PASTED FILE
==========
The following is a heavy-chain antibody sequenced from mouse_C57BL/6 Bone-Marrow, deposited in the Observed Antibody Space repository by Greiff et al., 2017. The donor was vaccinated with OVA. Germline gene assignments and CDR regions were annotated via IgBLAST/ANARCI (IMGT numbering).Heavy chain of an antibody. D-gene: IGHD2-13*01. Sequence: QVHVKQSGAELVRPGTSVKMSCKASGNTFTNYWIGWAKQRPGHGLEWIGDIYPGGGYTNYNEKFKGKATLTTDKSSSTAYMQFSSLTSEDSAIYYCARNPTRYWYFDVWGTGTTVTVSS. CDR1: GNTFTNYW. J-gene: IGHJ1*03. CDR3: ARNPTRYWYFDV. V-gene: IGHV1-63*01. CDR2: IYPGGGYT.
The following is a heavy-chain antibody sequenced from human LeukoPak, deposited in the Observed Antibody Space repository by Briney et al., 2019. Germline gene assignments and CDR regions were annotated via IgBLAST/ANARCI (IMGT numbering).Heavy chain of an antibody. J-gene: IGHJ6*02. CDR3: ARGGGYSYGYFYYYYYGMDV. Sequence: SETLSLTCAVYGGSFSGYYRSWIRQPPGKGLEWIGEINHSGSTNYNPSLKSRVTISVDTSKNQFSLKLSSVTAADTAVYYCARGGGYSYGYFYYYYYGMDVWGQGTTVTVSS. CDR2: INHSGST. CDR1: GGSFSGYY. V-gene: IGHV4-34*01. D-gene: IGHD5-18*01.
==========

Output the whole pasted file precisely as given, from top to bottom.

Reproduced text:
The following is a heavy-chain antibody sequenced from mouse_C57BL/6 Bone-Marrow, deposited in the Observed Antibody Space repository by Greiff et al., 2017. The donor was vaccinated with OVA. Germline gene assignments and CDR regions were annotated via IgBLAST/ANARCI (IMGT numbering).Heavy chain of an antibody. D-gene: IGHD2-13*01. Sequence: QVHVKQSGAELVRPGTSVKMSCKASGNTFTNYWIGWAKQRPGHGLEWIGDIYPGGGYTNYNEKFKGKATLTTDKSSSTAYMQFSSLTSEDSAIYYCARNPTRYWYFDVWGTGTTVTVSS. CDR1: GNTFTNYW. J-gene: IGHJ1*03. CDR3: ARNPTRYWYFDV. V-gene: IGHV1-63*01. CDR2: IYPGGGYT.
The following is a heavy-chain antibody sequenced from human LeukoPak, deposited in the Observed Antibody Space repository by Briney et al., 2019. Germline gene assignments and CDR regions were annotated via IgBLAST/ANARCI (IMGT numbering).Heavy chain of an antibody. J-gene: IGHJ6*02. CDR3: ARGGGYSYGYFYYYYYGMDV. Sequence: SETLSLTCAVYGGSFSGYYRSWIRQPPGKGLEWIGEINHSGSTNYNPSLKSRVTISVDTSKNQFSLKLSSVTAADTAVYYCARGGGYSYGYFYYYYYGMDVWGQGTTVTVSS. CDR2: INHSGST. CDR1: GGSFSGYY. V-gene: IGHV4-34*01. D-gene: IGHD5-18*01.